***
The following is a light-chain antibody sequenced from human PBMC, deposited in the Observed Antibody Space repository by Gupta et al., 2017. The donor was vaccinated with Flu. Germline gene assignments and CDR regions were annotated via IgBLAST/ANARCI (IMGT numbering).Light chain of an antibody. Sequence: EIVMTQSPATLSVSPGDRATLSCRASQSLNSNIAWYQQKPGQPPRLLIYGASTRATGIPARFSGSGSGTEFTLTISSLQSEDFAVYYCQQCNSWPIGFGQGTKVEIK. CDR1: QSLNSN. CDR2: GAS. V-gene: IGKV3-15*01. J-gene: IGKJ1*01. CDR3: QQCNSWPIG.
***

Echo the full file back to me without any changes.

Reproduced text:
The following is a light-chain antibody sequenced from human PBMC, deposited in the Observed Antibody Space repository by Gupta et al., 2017. The donor was vaccinated with Flu. Germline gene assignments and CDR regions were annotated via IgBLAST/ANARCI (IMGT numbering).Light chain of an antibody. Sequence: EIVMTQSPATLSVSPGDRATLSCRASQSLNSNIAWYQQKPGQPPRLLIYGASTRATGIPARFSGSGSGTEFTLTISSLQSEDFAVYYCQQCNSWPIGFGQGTKVEIK. CDR1: QSLNSN. CDR2: GAS. V-gene: IGKV3-15*01. J-gene: IGKJ1*01. CDR3: QQCNSWPIG.